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The C-Suite’s missing element – The Chief Entrepreneur

Friday, August 7, 2015 - 16:09

Guest post By Rob Davidson

Forty per cent of companies are dying, they just don’t know it.

At least this is what Cisco’s outgoing CEO John Chambers claimed in his recent keynote speech and the reason, well no surprises there, digital technology.

Add to this the recently released report by the Committee for Economic Development Association (CEDA), which said 40 per cent of jobs in Australia are at serious risk of disappearing in the next decade and a concerning picture emerges.

Forty per cent of companies and at least 40 per cent of job types, gone in the next decade, how is a business meant to plan for the future in the face of those cheery predictions?

Chamber’s answer to this question is go digital or die.

His prediction is that 70 per cent of companies will ‘attempt’ to go digital, but only 30 per cent will succeed. The key message is that companies could not ‘miss a market transition or a business model’ or ‘underestimate your competitor of the future – not your competitor of the past.’

Cisco’s own response should send a shiver down the spine of many incumbent executives. As Chamber’s reshaped Cisco to become ‘future fit’, 24 of 92 leaders were let go and 41 per cent of client-interfacing executives were ‘changed.’

A conspiracy theory

So what’s a business owner or a board to do?’ Sweet Fanny Adams’, is the sad truth in many cases. I have my own conspiracy theory running as to why this might be. I call it the ‘Squeak Through’ generation.

Most CEOs, board members and senior executives are in their 50s and beyond. They’re not uniformed, they are well aware of the tsunami of change bearing down on them. We know this to be true. We recently ran a series of focus groups with QUT to test the level of awareness. The results were clear – business leaders are well aware of this threat but they are not responding in any meaningful way.

Why? Well  this certainly did not come out of the focus group research, but my private view is the real issue is that for most business leaders, there is no serious personal threat.  They’ve got enough superannuation and assets stashed away. They’ll just ‘squeak through’ to retirement before this wave comes crashing down. It’s the next person’s problem.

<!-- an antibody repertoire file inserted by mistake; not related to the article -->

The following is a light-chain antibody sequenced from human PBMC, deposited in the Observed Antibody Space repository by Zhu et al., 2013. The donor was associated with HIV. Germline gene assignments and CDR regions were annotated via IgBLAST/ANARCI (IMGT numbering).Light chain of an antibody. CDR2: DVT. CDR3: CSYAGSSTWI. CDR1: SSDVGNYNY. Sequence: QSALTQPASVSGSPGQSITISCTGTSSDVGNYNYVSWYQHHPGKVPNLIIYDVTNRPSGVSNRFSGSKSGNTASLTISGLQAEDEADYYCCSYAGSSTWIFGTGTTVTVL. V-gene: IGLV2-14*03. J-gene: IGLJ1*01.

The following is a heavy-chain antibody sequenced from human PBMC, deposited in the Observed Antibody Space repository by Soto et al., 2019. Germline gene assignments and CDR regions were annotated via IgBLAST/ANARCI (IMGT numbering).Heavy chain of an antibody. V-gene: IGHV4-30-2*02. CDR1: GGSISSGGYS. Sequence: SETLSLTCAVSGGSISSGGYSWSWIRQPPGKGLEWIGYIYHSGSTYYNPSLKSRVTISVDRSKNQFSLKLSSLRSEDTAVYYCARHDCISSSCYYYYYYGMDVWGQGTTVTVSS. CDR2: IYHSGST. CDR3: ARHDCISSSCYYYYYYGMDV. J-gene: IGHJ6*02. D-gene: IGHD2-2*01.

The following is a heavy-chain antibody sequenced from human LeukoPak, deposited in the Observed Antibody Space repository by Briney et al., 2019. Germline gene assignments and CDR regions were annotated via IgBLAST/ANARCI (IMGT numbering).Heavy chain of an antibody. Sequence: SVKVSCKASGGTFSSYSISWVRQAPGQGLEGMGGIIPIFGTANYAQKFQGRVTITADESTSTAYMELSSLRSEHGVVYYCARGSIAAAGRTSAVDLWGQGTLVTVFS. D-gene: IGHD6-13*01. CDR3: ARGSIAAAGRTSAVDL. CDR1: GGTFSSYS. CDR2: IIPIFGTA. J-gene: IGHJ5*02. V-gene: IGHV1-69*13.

Cynical, I know but, you’d be amazed at the number of senior people I speak to, who in private, and off the record, admit this is a real issue.

A Chief Entrepreneur

Thank the gods for Alexander Osterwalder and the Harvard Business Review (HBR). HBR published an article by Osterwalder recently.  Osterwalder proposes the best solution, I have heard to date. 

The missing element, he believes, is that the C-Suite needs a Chief Entrepreneur.

“CEOs need a partner for innovation inside their companies, someone who will create and defend processes, incentives and metrics that encourage radical ideas and find new areas for growth. It’s an executive who can help large companies reinvent themselves while they are still successful.

“You could call this person the Chief Entrepreneur (CE) – someone who can lead the future of the company, while the CEO takes care of running the existing business.”

This role sits alongside the CEO and reports to the board.

I would argue that it is not just large companies who need this role. SMEs have as big a need or more so. In our own case, at Davidson, we have attempted to address this issue by realigning my role to Director of Growth, reporting to the board, and we’ve also appointed a highly successful entrepreneur as Chairman.

Most CEOs are simply too busy in the operational side of the business to have the time or head space to think creatively. The biggest impact has been the injection of genuine entrepreneurial talent at the board level.

I think companies of all sizes would do well, to consider the CE role, whether as a full-time executive or in the case of SME’s as an advisor or director.

Osterwalder kindly paints a very clear picture of the competencies required for this role; he even drafts a job advertisement for the position. In summary, the advertisement seeks to attract a person who:

  • Is passionate about building businesses – with a proven and impressive track record;
  • Believes anything is possible;
  • Is comfortable with uncertainty; and
  • Is  tremendously diplomatic

The responsibilities of the CE include:

  • Build the future of the company
  • Guide and support your own team of entrepreneurs
  • Design/construct a space for invention
  • Introduce innovation accounting
  • Establish and nurture a partnership with the CEO
  • Report directly to the Chairman and the board of directors, this prevents the CEO vetoing potential ideas in order to preserve resources to underpin the existing business model.

In my view this role will become essential for every company that is serious about survival. It’s going to be a challenge to create this role, to find these people and to attract them to your company. These talented individuals will have options – many options.

There is a large piece of work to be done by the board and the Chair in particular to ready the company and the CEO for the possible disruption and potential disharmony this function could create.

But then that may well be a pittance, compared to the disruption and disharmony which will erupt when Silicon Valley comes to your industry and you have not properly prepared.

Rob Davidson is the Founder and Director of Growth at Davidson